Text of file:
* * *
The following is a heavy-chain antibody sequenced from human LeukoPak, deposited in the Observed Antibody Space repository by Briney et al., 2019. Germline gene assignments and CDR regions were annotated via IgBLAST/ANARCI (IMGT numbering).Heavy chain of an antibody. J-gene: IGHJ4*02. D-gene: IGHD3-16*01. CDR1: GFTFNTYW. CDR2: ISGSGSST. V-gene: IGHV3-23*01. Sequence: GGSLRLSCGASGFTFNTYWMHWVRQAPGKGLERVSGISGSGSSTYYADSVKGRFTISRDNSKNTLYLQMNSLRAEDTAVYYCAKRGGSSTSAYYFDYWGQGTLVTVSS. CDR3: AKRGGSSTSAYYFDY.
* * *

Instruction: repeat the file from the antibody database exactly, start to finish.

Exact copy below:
The following is a heavy-chain antibody sequenced from human LeukoPak, deposited in the Observed Antibody Space repository by Briney et al., 2019. Germline gene assignments and CDR regions were annotated via IgBLAST/ANARCI (IMGT numbering).Heavy chain of an antibody. J-gene: IGHJ4*02. D-gene: IGHD3-16*01. CDR1: GFTFNTYW. CDR2: ISGSGSST. V-gene: IGHV3-23*01. Sequence: GGSLRLSCGASGFTFNTYWMHWVRQAPGKGLERVSGISGSGSSTYYADSVKGRFTISRDNSKNTLYLQMNSLRAEDTAVYYCAKRGGSSTSAYYFDYWGQGTLVTVSS. CDR3: AKRGGSSTSAYYFDY.